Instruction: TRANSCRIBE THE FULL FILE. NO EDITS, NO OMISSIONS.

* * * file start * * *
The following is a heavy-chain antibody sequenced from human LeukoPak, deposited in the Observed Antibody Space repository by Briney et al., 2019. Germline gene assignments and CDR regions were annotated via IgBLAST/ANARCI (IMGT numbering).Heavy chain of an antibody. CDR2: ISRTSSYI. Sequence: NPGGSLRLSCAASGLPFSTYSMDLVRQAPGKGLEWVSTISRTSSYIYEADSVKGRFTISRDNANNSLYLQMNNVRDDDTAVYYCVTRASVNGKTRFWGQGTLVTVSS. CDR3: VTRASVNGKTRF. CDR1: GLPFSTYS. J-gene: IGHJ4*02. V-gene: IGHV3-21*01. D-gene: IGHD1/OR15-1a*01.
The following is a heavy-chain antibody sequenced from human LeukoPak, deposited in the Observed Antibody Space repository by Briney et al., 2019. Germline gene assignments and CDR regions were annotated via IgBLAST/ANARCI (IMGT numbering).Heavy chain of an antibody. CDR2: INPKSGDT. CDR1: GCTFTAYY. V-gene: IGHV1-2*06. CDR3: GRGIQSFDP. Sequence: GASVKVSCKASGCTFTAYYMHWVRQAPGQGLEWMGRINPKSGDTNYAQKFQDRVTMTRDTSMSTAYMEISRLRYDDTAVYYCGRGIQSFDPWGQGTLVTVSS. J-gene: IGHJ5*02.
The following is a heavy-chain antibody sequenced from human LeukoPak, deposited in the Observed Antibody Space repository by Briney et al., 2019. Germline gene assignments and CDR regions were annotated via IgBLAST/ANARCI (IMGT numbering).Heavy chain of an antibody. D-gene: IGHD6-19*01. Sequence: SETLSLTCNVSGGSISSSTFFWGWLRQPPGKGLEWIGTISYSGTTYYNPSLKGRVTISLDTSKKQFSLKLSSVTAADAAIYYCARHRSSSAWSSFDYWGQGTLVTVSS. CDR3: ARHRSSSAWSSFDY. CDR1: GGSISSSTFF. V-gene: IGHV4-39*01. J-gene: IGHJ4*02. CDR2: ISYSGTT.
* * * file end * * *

The following is a heavy-chain antibody sequenced from human LeukoPak, deposited in the Observed Antibody Space repository by Briney et al., 2019. Germline gene assignments and CDR regions were annotated via IgBLAST/ANARCI (IMGT numbering).Heavy chain of an antibody. CDR2: ISRTSSYI. Sequence: NPGGSLRLSCAASGLPFSTYSMDLVRQAPGKGLEWVSTISRTSSYIYEADSVKGRFTISRDNANNSLYLQMNNVRDDDTAVYYCVTRASVNGKTRFWGQGTLVTVSS. CDR3: VTRASVNGKTRF. CDR1: GLPFSTYS. J-gene: IGHJ4*02. V-gene: IGHV3-21*01. D-gene: IGHD1/OR15-1a*01.
The following is a heavy-chain antibody sequenced from human LeukoPak, deposited in the Observed Antibody Space repository by Briney et al., 2019. Germline gene assignments and CDR regions were annotated via IgBLAST/ANARCI (IMGT numbering).Heavy chain of an antibody. CDR2: INPKSGDT. CDR1: GCTFTAYY. V-gene: IGHV1-2*06. CDR3: GRGIQSFDP. Sequence: GASVKVSCKASGCTFTAYYMHWVRQAPGQGLEWMGRINPKSGDTNYAQKFQDRVTMTRDTSMSTAYMEISRLRYDDTAVYYCGRGIQSFDPWGQGTLVTVSS. J-gene: IGHJ5*02.
The following is a heavy-chain antibody sequenced from human LeukoPak, deposited in the Observed Antibody Space repository by Briney et al., 2019. Germline gene assignments and CDR regions were annotated via IgBLAST/ANARCI (IMGT numbering).Heavy chain of an antibody. D-gene: IGHD6-19*01. Sequence: SETLSLTCNVSGGSISSSTFFWGWLRQPPGKGLEWIGTISYSGTTYYNPSLKGRVTISLDTSKKQFSLKLSSVTAADAAIYYCARHRSSSAWSSFDYWGQGTLVTVSS. CDR3: ARHRSSSAWSSFDY. CDR1: GGSISSSTFF. V-gene: IGHV4-39*01. J-gene: IGHJ4*02. CDR2: ISYSGTT.